The Bharuch diary part 2: teamwork
The site (or the area that was selected for detailed documentation) was a cluster of about 30 houses. It was called a 'Khadki' (meaning settlement). The trophy functioned on different scales. It was like a study in layers. The first layer was that of the town. That was Bharuch. After studying various settlement typologies, we had narrowed it down to the settlements of Gujarat. They had that rich socio-cultural texture that the brief talked about. From there, it was about identifying a city or town that still retained these settlements. Bharuch was one such town. There were numerous settlements within this town and most of them still retained their 'old structure' quite literally.
The second layer was that of the settlements. Selecting one of them from so many was quite a task indeed. Every one of them would have everything that we were looking for. It took four grueling days of intense discussion, debate, show-and-tell and some basic documentation to determine that 'Acharwad ni Khadki' (that's the name) was the one that would be our answer (we first-years reached the site after this decision was made).
Layer number three was to select a 'main structure.' This structure had to be one within the delineated settlement and it had to be one of the original ones. That meant it had to have survived exactly the way it had been built. If it had been renovated, then its value would reduce. This structure could be called the embodiment of this settlement. It was like the ideal grandparent of all the houses there. Of course, there were houses older than the structure that was chosen but they were either dilapidated or renovated to the extent that for all intents and purposes they had become new structures.
This layer study was the initiation of the documentation process. It was like this bridge between what was done in college for the past four months and what we were supposed to do on site for the next 10 to 15 days. It was necessary but at the same time, not much time could be given to it. There were other things that needed to be done now that we were on the site. This layer study also helped in distributing work to the teams. There were two teams that stayed within Acharwad at all times. They were tasked with detailed measurements of all the houses in it. There were two other teams working in tandem with these guys and they were the 'details' team. These guys worked on a completely different scale of documentation. They documented the micro detailing in those houses. This included any aesthetic/artistic carvings done on the windows or doors, skylights, or any other components of the house. They had to make a sort of glossary of all the details that they had documented. And they had to give this glossary to the 'planning team' so that they could mark them on their drawings.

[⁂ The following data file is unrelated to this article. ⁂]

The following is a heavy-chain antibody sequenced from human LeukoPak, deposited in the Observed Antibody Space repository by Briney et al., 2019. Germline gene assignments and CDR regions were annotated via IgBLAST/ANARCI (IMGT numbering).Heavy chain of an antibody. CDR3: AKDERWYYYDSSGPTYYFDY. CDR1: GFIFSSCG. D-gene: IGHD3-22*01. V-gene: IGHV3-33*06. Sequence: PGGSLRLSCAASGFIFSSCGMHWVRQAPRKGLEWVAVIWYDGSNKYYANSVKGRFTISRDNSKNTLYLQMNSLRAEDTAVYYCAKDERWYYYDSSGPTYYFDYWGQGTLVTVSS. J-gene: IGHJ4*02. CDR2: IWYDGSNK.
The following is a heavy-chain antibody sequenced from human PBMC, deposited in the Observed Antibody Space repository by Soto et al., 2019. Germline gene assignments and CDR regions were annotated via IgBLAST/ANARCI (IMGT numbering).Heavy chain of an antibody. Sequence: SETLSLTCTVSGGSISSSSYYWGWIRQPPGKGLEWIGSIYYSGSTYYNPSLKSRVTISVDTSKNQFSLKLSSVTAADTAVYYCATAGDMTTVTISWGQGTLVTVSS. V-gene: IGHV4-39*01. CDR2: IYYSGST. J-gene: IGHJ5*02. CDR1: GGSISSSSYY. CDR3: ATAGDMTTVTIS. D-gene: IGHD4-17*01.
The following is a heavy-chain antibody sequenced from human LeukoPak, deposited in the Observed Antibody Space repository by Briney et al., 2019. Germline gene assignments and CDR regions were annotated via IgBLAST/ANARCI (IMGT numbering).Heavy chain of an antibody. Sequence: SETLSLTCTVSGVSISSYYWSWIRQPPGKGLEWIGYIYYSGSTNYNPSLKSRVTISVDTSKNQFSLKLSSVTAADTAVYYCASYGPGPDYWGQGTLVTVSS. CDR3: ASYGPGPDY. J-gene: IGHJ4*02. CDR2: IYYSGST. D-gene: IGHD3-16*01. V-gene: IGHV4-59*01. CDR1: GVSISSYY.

Then there were the 'site teams.' That year, Nidhi had selected to document a large part of the town. The actual site was only about a fifth of that part. This was in order to explain the complete context and how our site fit into it. As a result, the site teams had to first acquire a Development Plan (DP for short) from the municipality. That plan was supposed to have all the existing structures and developments of our area. But as with all government property, it was extremely outdated. The first task of the site time was to correct this DP and update it. They went about the whole site and had to search for high vantage points to survey the area and mark all the types of different roofs that could be seen. The other task of this team was to document all the streets, by-lanes, roads, paths, gutters and trenches. They would create the base of the drawing. The planning team would then place their houses in this base. That way we would get a proper plan. There was one team that measured the contours on the site. This would further complete the drawings and also provide data for analysis. This team was the go-between for the planning and the sections and elevations teams.
The 'sections team' was one that could always be seen in the streets. They would move about on the 'section lines' decided by the heads and measure all the structures along it. At the end of the day, they would sit with the planning teams and try to match all their drawings with theirs. It was considered a miracle if they could match even a part of them. And so it was always a lively sight. No one in either team would be ready to accept being in the wrong. Their fights would be the source of entertainment for all the other groups. In the end though, one of the third-years or Nidhi herself would sit with them and that would speed things along so that they could fight about the next section.
Finally, there was the 'analysis team,' which I was a part of. We had to move through all these teams and gather relevant data for creating a story for our site. At the same time, we had to deal with the intangible aspects of the brief as well. We had to travel around the town and try to a create virtual timeline for the town as well as the site. This was no easy feat. We had to look for hard proof and talk to people to figure out just how this town came into being. It was like a reverse treasure hunt with absolutely no idea about the clues or anyway of distinguishing fact from fiction. It was the most fun I had ever had! Nothing even came close to the thrill of trying to do what we were doing. It wasn't at all an adrenaline fuelled experience. It was much slower and much more fulfilling. By the end of the site visit, I knew that this was exactly the kind of work I would love to do for the rest of my life.